Jeff Powell, Claiborne, Jeff discussed on The Horse Racing Radio Network Podcast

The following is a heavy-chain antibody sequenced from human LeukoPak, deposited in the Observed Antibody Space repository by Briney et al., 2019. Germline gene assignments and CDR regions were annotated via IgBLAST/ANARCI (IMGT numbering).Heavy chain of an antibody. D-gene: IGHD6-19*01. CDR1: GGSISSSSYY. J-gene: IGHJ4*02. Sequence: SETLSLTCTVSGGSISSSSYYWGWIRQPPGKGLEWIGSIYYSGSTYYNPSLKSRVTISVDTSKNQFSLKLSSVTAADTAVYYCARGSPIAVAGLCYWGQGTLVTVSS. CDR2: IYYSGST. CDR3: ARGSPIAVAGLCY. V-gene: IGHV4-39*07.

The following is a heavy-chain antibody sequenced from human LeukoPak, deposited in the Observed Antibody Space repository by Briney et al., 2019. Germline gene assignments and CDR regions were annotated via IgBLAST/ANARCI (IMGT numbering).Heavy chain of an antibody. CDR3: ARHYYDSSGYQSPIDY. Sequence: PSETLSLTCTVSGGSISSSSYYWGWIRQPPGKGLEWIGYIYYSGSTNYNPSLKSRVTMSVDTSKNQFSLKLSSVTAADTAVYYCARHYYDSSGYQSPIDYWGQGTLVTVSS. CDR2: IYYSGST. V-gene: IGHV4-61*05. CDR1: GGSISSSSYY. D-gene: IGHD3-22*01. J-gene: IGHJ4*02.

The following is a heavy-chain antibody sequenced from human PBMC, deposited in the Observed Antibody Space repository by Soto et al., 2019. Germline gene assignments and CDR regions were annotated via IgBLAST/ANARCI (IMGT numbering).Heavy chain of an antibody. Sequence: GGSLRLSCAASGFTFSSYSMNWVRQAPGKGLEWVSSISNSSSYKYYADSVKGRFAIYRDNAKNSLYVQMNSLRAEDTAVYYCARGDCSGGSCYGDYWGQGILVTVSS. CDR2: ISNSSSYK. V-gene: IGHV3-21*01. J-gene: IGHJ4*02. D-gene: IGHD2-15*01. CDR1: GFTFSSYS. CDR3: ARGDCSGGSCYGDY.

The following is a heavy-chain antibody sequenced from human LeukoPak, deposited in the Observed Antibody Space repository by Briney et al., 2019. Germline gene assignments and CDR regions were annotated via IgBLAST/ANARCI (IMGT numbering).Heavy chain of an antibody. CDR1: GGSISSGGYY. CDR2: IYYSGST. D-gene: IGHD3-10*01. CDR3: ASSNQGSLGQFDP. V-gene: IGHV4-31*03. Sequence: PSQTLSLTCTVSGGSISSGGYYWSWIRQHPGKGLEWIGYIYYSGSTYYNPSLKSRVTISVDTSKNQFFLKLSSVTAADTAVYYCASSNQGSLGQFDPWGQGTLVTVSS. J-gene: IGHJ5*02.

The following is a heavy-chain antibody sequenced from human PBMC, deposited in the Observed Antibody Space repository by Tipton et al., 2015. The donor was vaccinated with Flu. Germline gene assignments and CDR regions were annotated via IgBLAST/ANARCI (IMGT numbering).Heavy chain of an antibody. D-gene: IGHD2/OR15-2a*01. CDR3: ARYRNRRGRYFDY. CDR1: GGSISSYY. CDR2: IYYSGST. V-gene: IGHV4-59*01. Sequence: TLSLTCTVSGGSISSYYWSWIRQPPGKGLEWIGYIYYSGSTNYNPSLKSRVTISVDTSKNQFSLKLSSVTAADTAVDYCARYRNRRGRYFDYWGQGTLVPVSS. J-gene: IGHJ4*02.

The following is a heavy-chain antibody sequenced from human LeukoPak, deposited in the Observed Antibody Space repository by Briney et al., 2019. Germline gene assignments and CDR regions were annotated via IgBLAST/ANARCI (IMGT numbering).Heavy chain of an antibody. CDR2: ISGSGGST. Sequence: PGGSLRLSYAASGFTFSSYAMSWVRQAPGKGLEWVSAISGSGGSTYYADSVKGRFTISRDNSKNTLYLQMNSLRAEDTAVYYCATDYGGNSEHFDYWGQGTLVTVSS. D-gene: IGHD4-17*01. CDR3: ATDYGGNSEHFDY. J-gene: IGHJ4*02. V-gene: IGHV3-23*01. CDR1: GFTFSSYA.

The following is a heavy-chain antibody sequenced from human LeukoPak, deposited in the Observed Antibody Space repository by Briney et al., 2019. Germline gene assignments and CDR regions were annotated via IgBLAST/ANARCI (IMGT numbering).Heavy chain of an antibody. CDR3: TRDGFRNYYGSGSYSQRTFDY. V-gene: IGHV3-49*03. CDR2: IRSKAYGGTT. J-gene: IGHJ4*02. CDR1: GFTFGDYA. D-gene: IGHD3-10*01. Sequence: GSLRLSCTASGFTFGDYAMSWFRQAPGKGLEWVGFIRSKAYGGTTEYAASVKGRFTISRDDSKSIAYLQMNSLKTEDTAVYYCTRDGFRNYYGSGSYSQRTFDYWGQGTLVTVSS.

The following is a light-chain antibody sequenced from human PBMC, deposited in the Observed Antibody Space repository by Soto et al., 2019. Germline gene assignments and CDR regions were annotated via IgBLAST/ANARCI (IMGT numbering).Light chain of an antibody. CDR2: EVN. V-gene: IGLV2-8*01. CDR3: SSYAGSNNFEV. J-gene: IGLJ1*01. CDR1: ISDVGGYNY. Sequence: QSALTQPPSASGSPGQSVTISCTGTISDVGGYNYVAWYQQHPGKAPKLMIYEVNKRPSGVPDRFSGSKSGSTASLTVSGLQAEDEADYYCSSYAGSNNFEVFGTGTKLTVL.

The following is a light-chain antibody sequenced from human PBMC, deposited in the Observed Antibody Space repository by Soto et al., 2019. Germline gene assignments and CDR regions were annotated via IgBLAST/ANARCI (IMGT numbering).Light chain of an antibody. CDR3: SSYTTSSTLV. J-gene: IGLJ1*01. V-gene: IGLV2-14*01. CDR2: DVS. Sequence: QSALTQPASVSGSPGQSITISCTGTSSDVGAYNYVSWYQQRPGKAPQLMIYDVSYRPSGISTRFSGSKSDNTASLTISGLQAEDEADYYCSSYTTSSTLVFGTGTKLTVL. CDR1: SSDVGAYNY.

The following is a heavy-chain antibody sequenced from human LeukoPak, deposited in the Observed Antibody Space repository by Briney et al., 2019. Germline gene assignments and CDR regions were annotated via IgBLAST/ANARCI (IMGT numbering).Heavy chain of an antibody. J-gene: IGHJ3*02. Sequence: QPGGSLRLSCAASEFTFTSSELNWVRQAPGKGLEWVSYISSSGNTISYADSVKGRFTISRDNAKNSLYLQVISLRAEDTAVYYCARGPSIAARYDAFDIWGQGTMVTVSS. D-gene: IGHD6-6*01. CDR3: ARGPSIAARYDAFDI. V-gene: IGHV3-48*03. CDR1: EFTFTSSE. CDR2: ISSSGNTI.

The time my question is button is going to do it again, but I got lucky. You didn't do it again. They came out of there. Visiting the keenland started Jeff Powell here in this week's edition of unsung heroes presented by claiborne, you heard him talk about his team and it is a team effort he's the quarterback essentially. But he works with a team of starting gate crew members that help ensure a safe and a fair start to every race. Jeff, let me ask you this question. What is the one thing that keeps you up at night? The one nightmare scenario that a starter could experience. Leaving a horse behind the star gate. And I'm knocking on some wood right now because I don't even like to talk about that. That's my nightmare. You my nightmare. Do you ever spring the latch and go, gosh, I should have waited an extra second? Oh, sure. Yeah. Really? Or I missed my tents? You know, sometimes you sometimes you do it and if you think you should have done it quicker because or you should have waited yes, exactly. Yes, there's a lot of times that's happened. Believe me, to every starter that's ever starting to race. I can tell you that. Yeah, yeah. I'm sure it has I mentioned the conversation in that the things that go on in the starting gate. If you would take me inside the gate when the horse loads and the jockeys aboard the horse and the starting gate crew members are there in the stall with each horse, what exactly is going on? What are those conversations like if they even are conversations between the jockey and the starting gate crew? Oh yeah, there's always conversations. A lot of those are just trying to get the job is to relax too because I mean they're not scared, but they're nervous, you know, and they want to they want to get out and they don't want to host a stone when they don't want to get bumped when they come out of there. They want their horse straight too. But sometimes they're trying to help you too much and that affects the horse too, you know. They're trying to they're trying to do the same thing you're doing. It's kind of you go in and you'll talk, you do, you talk to riders. How you doing today? Just kind of conversation like that. Or they'll say they want to get off really good, which everybody does. We don't have to say that. We know that things like that. It's kind of funny, actually. Yeah. You said you keep a book on each horse. So you know their tendencies. So you can review it when you get ready to load them in for the races in the afternoons. How about with the jockeys? Is there something to be said for the starting gate crew having a knowledge of the jockey and their tendencies? Oh, yeah. And you know how people some people get along better with other people and I've actually when I worked in Florida I actually tried to put guys that I knew got along with jockeys and was included because it helps believe me, if they don't like the job, which some people don't get along, you try to change the bother the horse too. There's kind of a lot of different things you're dealing with. You're dealing with two people in there in a homeownership, you're trying to keep more quiet and these guys do a good job, I'm telling you right now, a real good job. It really is fascinating. And you know, being on the starting gate crew is one of the first of all, a lot of people don't even realize how much great work that they do and how important they are to the start of race. But it's one of the most dangerous jobs you can have on the racetrack too, isn't it? Oh, yeah, absolutely. The thing I always say is you'll see a horse ran up in the jockey gets thrown out usually. Sometimes a lot of times the job is getting hurt in there too, but the jockey can always get off and leave. The guy in there with the horse, if he's doing his job, right. He can't leave. He's standing there with a horse. Trying to keep him in there from hurting himself or anybody else or the guy beside us. There's horses on both sides of those horses rare up and they'll strike the guy next to him and start the guy in the stone with him. Our clients are the bad things going to happen. Guys, turn those shoulders up and then these not too many systems start with getting back to the point horses in and it's rough. It's a rough job. But most of the guys that do it for a long time, they're doing it because they really like it. It's kind of weird. Yeah, it's for love of the game. Yeah, exactly. Yeah. You know, they say in football that if you don't notice an offensive lineman that they are doing their job correctly, but you notice them when they mess up and they get called for a holding penalty, for example, or hands to the face or one of those types of things. But if they don't get a penalty, you don't notice them, and that means they're doing their job right. And it's very much like that with the starters roll too, isn't it? Yeah. If somebody knows your name for a reason. A lot of people don't know who you are. You probably did a pretty good job. Well, Jeff, actually. Yes, spend a minute or two talking about your background. I know you said you grew up in Wyoming, is that right? No, I'm from Montana. Montana. Okay. Please do resources in Washington Oregon. And affairs in montcalm went on a little kid. And let me see an.

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